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Everything you need to know about cascatelli, the new “perfect” pasta form that is a viral hit



Several years ago, Dan Pashman, host of the James Beard and Webby Award-winning “Sporkful” podcast, decided to create a new pasta form. And not just any pasta. Pashman wanted to make ideal pasta form. It needed to have the perfect bite, an appealing texture and keep the right amount of sauce. Sounds easy, right?

Well, Pashman’s new series of five “Sporkful” episodes, titled “Mission: ImPASTAble” tells a different, very funny and very informative story. Throughout the series, Pashman takes a trip to the Pasta Lab at North Dakota State University; has a number of heated debates with food professionals, including “The Splendid Table’s” Francis Lam, about existing pasta forms; and has a conversation with Giovanni Cannata, the only pasta door manufacturer working in America today.

“There were so many emotional ups and downs,”

; he told Salon in a recent interview. “You will hear my wife run out of patience with this whole mission. My children are a part of it. I literally burst into tears on more than one occasion. You will learn a lot about how pasta is made, why this project took almost three years, and you want to laugh hysterically, because a lot of things go wrong in very, very funny ways. ”

In the end, it seems like the trip was worth it. Pashman’s new form is called “cascatelli”, which means “waterfalls” in Italian, and it has made a big splash in the food world since it was released earlier this month. Distributed for $ 4.99 per pound by cult favorite American pasta maker Sfoglini, it is currently sold out.

“We are so grateful for the incredible response to our new pasta mold!” Sfoglini’s website said. “Due to overwhelming demand, orders placed now at Cascatelli will be shipped in about ten weeks. We greatly appreciate your patience. We promise it will be worth the wait!”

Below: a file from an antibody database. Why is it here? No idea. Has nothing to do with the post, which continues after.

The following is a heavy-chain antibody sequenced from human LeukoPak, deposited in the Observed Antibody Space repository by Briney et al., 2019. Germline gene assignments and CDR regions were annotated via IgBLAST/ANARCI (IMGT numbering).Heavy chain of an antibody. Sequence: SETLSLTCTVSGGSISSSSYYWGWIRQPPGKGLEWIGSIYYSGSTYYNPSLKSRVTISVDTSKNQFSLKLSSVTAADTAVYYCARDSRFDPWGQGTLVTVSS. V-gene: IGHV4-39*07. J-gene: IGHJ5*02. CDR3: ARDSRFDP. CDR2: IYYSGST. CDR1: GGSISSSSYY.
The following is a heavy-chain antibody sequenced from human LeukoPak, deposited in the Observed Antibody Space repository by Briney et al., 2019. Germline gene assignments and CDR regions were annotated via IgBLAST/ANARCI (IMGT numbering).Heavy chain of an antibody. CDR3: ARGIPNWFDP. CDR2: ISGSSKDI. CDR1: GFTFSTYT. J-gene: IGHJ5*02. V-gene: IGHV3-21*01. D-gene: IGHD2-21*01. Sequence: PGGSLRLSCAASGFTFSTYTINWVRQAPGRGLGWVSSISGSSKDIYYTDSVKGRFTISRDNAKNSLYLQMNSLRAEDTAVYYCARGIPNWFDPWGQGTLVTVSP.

Meanwhile, Pashman spoke with Salon about the process of making a better pasta form, the three qualities with which he judges existing noodles, and his trip to the Pasta Lab.

This interview has been edited easily for clarity and length.

I guess we should start from the beginning. When did you wake up and decide, “OK, we need a better pasta form?”

Well, I listened to some of the groundbreaking mid-2010 podcast series, especially the “Planet Money” T-shirt series and Alex Blumberg’s “StartUp” series. Such things with several episodes that were as groundbreaking at the time as “Serial”. And I thought, “One day I will make my version of this.”

You know, as a creative person, you hear other people doing cool things in your field, and you know you will try to do it one day. The obvious thought was, “I should cook,” but what should the food be? I had a couple of criteria: I wanted it to be a simple, basic food that everyone knows, loves and has opinions about. I did not want to do anything that was like a fancy specialty ingredient. The next thing: I wanted a food that was cheap and shelf-stable that could be sent all over the country, if not the world, because I wanted as many “Sporkful” listeners as possible to participate in the end product and be a part of the.

So pasta – even a slightly expensive pasta – is an affordable luxury for a large number of people, and it met these criteria. And pasta forms just felt like something that not many people think about, and I felt it was ripe for innovation. And one of my favorite parts of hosting the “Sporkful” podcast is that when I kind of nerd out in ridiculous details about the finer points of a particular food, one of the reactions I felt I loved that someone would say: knew that I had such strong opinions about it. ”

I love that reaction, because it’s like you had an insight into yourself and an insight into food. Like, “Oh, this food I’ve been eating all along, I actually care a lot about it.” And I felt like pasta molds would be that kind of thing.

I also think a big part of it is developing a language to talk about what we like or dislike about something. For example, there are three qualities you use to talk about pasta forms. Can you talk a little about them?

Yes. So there is “forkability”, which is how easy it is to get a paste form on the fork and keep it there. It is “sauceability”, which is how well a sauce sticks to it. And then there is “tooth sinkability”, which is so satisfying as to sink your teeth in. I mean, basically I made up these pseudo-scientific words, but I think they capture a lot of what makes some paste forms better than others.

I think there are many forms that are very good at some of these things, but very few nail all three. I think one of the fun parts of this series – if you listen to all five of the podcast episodes, you have these recurring characters who start using these words more and more without me having to tell them. It gets into the vocabulary of the people around me, and it’s really fun for me.

Can you tell us about your trip to Pasta Lab at North Dakota State University?